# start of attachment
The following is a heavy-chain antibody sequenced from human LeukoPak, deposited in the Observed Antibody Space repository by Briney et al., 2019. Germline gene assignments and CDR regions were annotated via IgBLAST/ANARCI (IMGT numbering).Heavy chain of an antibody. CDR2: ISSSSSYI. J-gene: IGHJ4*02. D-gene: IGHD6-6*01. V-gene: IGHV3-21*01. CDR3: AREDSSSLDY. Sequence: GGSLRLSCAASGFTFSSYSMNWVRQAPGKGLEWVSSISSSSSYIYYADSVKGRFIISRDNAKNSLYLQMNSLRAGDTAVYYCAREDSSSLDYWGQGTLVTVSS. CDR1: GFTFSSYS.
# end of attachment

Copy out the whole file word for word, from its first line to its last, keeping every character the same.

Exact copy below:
The following is a heavy-chain antibody sequenced from human LeukoPak, deposited in the Observed Antibody Space repository by Briney et al., 2019. Germline gene assignments and CDR regions were annotated via IgBLAST/ANARCI (IMGT numbering).Heavy chain of an antibody. CDR2: ISSSSSYI. J-gene: IGHJ4*02. D-gene: IGHD6-6*01. V-gene: IGHV3-21*01. CDR3: AREDSSSLDY. Sequence: GGSLRLSCAASGFTFSSYSMNWVRQAPGKGLEWVSSISSSSSYIYYADSVKGRFIISRDNAKNSLYLQMNSLRAGDTAVYYCAREDSSSLDYWGQGTLVTVSS. CDR1: GFTFSSYS.